Monday, October 15, 2012

Time's Up

I think we can declare that it has been long enough for some things to have become common parlance and therefore should be within the capabilities of every day people. It is interesting to watch as technology becomes more and more mainstream and more and more folks come in contact with it what catches and what doesn't catch.

I guess the single best example of this would be the VCR clock. When VCRs first came out all the clocks were fine and that was because it took a person of a certain amount of technical facility to buy a VCR. Then, over time, VCRs became more mainstream and all of a sudden in TV rooms all across the nation one could find VCR clocks blinking 12:00 over and over because now that mainstream folks were buying VCRs the skill gap between someone that would have the device and someone that knew how to use the device had gotten wider.

I guess it doesn't have to be a skill thing. It could be a stubborn thing. My dad's last car would beep at you if the driver and the passenger didn't have their seatbelts fastened. My dad would hear the beep and then declare "it'll stop eventually." I guess it would be a different discussion to decide where stubborn becomes stupid.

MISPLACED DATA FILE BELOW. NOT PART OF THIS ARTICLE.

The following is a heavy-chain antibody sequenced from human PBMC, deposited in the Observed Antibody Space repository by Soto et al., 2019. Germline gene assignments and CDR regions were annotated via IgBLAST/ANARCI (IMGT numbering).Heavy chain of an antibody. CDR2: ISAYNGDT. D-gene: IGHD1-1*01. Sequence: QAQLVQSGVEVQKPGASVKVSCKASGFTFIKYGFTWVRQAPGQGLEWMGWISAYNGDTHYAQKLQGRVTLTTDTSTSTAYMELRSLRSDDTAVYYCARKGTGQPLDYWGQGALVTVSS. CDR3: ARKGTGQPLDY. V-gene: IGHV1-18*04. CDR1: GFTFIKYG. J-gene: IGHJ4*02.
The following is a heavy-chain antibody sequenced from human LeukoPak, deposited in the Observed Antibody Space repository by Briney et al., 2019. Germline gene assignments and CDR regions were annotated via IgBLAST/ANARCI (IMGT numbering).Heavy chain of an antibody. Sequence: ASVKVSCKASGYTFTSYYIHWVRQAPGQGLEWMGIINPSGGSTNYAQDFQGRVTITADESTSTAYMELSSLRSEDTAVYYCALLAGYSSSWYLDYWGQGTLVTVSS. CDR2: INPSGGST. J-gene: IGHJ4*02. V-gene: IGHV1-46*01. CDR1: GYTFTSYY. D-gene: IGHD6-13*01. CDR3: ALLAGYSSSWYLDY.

I don't really profess to be a technical outlier. I still have a landline. I haven't cut the cable cord yet. My iPhone isn't jailbroken. There's quite a bit of technology just outside of my reach, even though I might be able to see it. I've been planning to do a home media center for years now. Just can't quite reach.

But I think the time has come for just about everyone to be facile with email. Again, I'm not looking for any fancy kung fu. You don't have to have everything ported to gmail and have all kinds of extensions and filters and automation and whatever. That's more than what I would expect. But there are a few things I'm just about over hearing about.

I don't want to hear people can't open their email. We all have about 47 different ways to access email now. This no longer requires a CS degree.

I don't want to hear from anyone anymore IN ALL CAPS and not have them understand that all caps is shouting.


I've really, really had it with people that can't properly meter their use of "reply to all." It's a fairly simple concept, we've all had quite a long time to learn it. Get with the program.

Finally (and for sure that finally is only temporary) I think it is past the time for people to recognize when a link in their email has been corrupted by a carriage return. We should all know by now that when you click it and it says "404 - not found" that the very next thing to do is to see if the full url is in the address bar or if part of it is cut off. Links in email have been around for a while. We should understand how to use them by now.

So how do we make this happen?

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